Sometimes, a person’s estate may present issues that are not covered by the basic living trust estate plan. This section outlines some of the major estate planning techniques and the situations in which they are employed.
(1) Taxable Estates. If the decedent’s estate is large enough to have a substantial federal estate tax liability, there are a number of estate planning techniques that can be utilized to reduce the tax burden. Some of the commonly used ones are as follows:
(a) Irrevocable Life Insurance Trust. Contrary to popular belief, life insurance proceeds are generally subject to estate tax. However, if you create an irrevocable life insurance trust and transfer money to it each year for the trustee to pay the premiums on a policy on your life, and if certain other requirements are met, the life insurance proceeds payable to the trust at your death are not subject to federal estate tax. This has two significant impacts. First, the value of the taxable estate is reduced by the amount of insurance proceeds which are now not subject to estate tax. Second, sometimes the estate’s assets are illiquid, meaning that they are not readily convertible to cash. Common examples are real estate and closely held business interests. Yet, the estate tax on these assets is due nine months following the date of death. Without a ready source of cash, the trustee would have to either sell assets (potentially at distress prices, depending on market conditions at the time of your death) or refinance them so as to generate the cash needed to pay the tax. The life insurance proceeds payable to the life insurance trust provides a pool of cash that may be used to pay the tax, thereby avoiding the need to sell or refinance assets.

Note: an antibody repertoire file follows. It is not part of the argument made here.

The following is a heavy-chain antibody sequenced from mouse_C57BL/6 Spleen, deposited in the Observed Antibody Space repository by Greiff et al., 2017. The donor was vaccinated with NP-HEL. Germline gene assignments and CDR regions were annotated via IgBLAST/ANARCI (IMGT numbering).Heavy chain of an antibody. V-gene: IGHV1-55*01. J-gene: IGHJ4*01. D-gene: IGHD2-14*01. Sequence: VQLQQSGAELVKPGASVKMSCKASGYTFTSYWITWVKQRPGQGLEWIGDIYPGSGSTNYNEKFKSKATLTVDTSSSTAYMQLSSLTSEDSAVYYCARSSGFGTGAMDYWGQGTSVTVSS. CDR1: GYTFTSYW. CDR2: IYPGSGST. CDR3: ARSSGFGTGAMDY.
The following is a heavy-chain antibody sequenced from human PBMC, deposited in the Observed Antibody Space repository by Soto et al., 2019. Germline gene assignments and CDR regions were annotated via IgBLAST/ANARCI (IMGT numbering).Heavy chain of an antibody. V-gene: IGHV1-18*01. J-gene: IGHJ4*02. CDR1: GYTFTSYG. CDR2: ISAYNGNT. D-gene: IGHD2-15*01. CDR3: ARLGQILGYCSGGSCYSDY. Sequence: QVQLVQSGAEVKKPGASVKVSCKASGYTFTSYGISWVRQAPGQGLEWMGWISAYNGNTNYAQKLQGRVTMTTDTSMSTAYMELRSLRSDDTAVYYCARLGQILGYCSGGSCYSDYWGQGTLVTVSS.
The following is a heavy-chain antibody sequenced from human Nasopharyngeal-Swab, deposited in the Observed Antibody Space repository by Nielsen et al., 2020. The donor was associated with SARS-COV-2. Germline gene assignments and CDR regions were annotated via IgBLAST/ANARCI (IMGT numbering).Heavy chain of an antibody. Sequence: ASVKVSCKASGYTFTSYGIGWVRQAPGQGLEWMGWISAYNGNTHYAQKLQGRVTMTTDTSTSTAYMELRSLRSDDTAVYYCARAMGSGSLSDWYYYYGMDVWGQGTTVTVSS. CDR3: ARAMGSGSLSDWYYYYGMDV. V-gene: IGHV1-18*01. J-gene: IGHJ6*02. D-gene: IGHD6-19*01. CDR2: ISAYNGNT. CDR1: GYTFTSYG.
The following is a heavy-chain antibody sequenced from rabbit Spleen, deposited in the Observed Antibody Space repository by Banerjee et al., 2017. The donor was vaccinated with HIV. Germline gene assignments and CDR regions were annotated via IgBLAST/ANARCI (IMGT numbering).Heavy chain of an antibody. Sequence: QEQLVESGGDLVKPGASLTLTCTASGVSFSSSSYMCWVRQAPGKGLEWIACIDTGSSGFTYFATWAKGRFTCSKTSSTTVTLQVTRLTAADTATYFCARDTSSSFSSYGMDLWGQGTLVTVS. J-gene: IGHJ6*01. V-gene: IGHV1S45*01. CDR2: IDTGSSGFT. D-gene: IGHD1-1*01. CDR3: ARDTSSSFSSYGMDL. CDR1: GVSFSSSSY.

(b) Grantor Retained Interest Trusts. There are two types of grantor retained interest trusts. One is called a Grantor Retained Annuity Trust (“GRAT”). The other is called a Grantor Retained Unitrust Trust (“GRUT”). Both are irrevocable trusts. In each case, during lifetime, you transfer assets to the trust, but retain for your own benefit the Annuity or Unitrust interest. The Annuity interest in a GRAT is a fixed percentage of the initial fair market value of the assets transferred to the trust. The Unitrust interest in a GRUT is a fixed percentage of the fair market value of the trust assets, redetermined annually. While the transfer to the trust is subject to gift tax, the value is reduced by the actuarial value of the retained Annuity or Unitrust interest. Because of this retained interest the gift tax value is “discounted”. This means that a smaller part of the federal state tax exemption available for lifetime gifts is used, leaving more available to transfer assets at death. With the trust assets now outside the taxable estate, the federal estate tax obligation is reduced.
(c) Charitable Remainder Trusts. There are two types of charitable remainder trusts. One is called a Charitable Remainder Annuity Trust (“CRAT”). The other is called a Charitable Remainder Unitrust (“CRUT”). Both are irrevocable trusts. In each case, during lifetime, you transfer assets to the trust, but retain for your own benefit the Annuity or Unitrust interest. The Annuity interest in a CRAT is a fixed percentage of the initial fair market value of the assets transferred to the trust. The Unitrust interest in a CRUT is a fixed percentage of the fair market value of the trust assets, redetermined annually. When you die, the trust estate passes to the charity you designate in the trust. The charitable remainder trust provides tax benefits in addition to meeting your philanthropic goals. The actuarial value of the charitable remainder interest qualifies for a charitable donation deduction on your income tax returns. The trust is a tax exempt entity. This means that the trust can sell appreciated property without having to pay an immediate capital gains tax. When you die, the actuarial value of the charitable remainder interest qualifies for the estate tax charitable deduction.